7) The drawings themselves. Any chance you want to take a harder look at your plans? When unveiling the latest, you explained the appearance of the spearhead tower, which you've named "Miss Brooklyn" (spurring the inevitable quip, We'll miss it, all right). You explained: "When we were studying Brooklyn, we happened upon a wedding, a real Brooklyn wedding. And we decided that 'Miss Brooklyn' was a bride. She's a bride with her flowing bridal veil—I really overdid it. If you had seen the bride, you would—I fell in love with her." Pardon me, but bleeechh. I don't know whether many great buildings have been founded on notions at once so metaphorically impoverished and so slickly patronizing. But somehow I doubt that any have.
You were also quoted as calling her—Miss Brooklyn, I mean—"my ego trip." Fair enough. It may be the case that every great artist deserves one work so willful and outlandish that the public's taste be damned. Melville's epic poem Clarel comes to mind, or Bob Dylan's Renaldo and Clara. The difference, of course, is that no one was ever forced to read Clarel or sit through Renaldo and Clara. An architect infilling an existing cityscape at such Titanic scale becomes, by definition, an urban planner, yet something makes me think that you haven't done that kind of homework here. Anyway, is Miss Brooklyn really good enough—as opposed to merely big enough—to be your ego trip? To my unschooled eye, these buildings have emerged pre-botched by compromise, swollen with expediency and profit-seeking. (Don't forget the compromises still to come, as we fight you tooth and nail.)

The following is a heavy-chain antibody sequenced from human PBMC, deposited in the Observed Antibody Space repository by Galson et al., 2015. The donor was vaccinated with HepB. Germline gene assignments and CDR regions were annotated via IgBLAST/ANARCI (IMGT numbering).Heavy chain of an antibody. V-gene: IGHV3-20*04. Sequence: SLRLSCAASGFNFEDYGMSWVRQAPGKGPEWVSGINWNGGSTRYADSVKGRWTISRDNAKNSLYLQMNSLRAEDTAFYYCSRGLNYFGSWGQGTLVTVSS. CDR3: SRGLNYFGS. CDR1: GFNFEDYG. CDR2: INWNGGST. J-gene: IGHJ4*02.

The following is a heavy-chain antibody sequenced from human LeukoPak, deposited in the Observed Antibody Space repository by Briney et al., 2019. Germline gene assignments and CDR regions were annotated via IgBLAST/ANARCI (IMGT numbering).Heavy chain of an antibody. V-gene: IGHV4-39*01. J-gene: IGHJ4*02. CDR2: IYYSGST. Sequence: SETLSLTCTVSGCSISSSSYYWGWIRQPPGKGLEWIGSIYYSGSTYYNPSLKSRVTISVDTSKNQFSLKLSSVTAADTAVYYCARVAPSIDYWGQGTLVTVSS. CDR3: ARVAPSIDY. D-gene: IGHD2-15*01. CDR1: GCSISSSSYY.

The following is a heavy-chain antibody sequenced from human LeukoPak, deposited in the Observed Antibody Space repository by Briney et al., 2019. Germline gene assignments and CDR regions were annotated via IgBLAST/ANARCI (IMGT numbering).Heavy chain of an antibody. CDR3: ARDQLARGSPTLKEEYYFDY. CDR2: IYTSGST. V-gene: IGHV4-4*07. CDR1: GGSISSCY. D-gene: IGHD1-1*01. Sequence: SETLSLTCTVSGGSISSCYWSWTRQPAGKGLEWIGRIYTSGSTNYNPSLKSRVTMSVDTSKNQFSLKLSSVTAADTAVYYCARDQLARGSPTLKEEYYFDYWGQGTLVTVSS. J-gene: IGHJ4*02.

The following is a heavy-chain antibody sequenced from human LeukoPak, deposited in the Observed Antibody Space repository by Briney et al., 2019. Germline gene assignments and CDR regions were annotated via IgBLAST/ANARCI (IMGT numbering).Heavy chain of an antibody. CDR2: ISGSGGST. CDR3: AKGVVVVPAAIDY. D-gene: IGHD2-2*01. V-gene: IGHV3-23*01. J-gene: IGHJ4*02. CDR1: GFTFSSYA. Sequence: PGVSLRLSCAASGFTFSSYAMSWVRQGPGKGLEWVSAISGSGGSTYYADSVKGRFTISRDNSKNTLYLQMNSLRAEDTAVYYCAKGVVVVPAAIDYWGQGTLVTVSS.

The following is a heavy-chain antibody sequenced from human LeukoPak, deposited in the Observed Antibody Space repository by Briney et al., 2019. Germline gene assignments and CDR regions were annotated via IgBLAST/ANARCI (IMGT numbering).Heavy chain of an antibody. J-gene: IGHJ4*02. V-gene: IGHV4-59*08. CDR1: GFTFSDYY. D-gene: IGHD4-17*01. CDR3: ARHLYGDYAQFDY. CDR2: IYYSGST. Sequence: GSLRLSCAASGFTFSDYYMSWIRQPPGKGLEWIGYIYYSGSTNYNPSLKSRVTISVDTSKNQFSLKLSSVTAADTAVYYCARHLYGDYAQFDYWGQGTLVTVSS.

Your signature buildings elsewhere suggested that Brooklyn might be beneficiary of a single rippling arena, a kind of Guggenheim of basketball. I know that's very much what I was expecting, with great curiosity and good cheer, when your name was announced in connection with this project. I suspect that many locals, not having seen or heard descriptions of the towers, still believe that's what they're getting. Imagine their horrified surprise when they wake up one day to find a phalanx of towers instead. My suspicion is that persisting with this work means you'll be remembered in New York City for a scarring struggle, resulting (I hope) in failure—or, if you build, a legacy of vituperation and regret. Your prestigious presence in this mercenary partnership reminds me of Colin Powell giving cover to the Cheney-Rumsfeld doctrine: If he's on board, we're meant to think, it can't be as bad as it looks.
At a public seminar sponsored by the New York Times this January, you found yourself faced by surprise questions from an audience including Brooklynites who, denied any proper public venue by the Ratner process, wanted to know how you felt about resistance to the project. ** The tone of your remark that day suggests you were weighing the question honestly: "If I think it got out of whack with my own principles, I'd walk away." I can only hope that what was once perhaps just a seed has grown. For I'm positive that is exactly what you should do, Mr. Gehry. Walk away.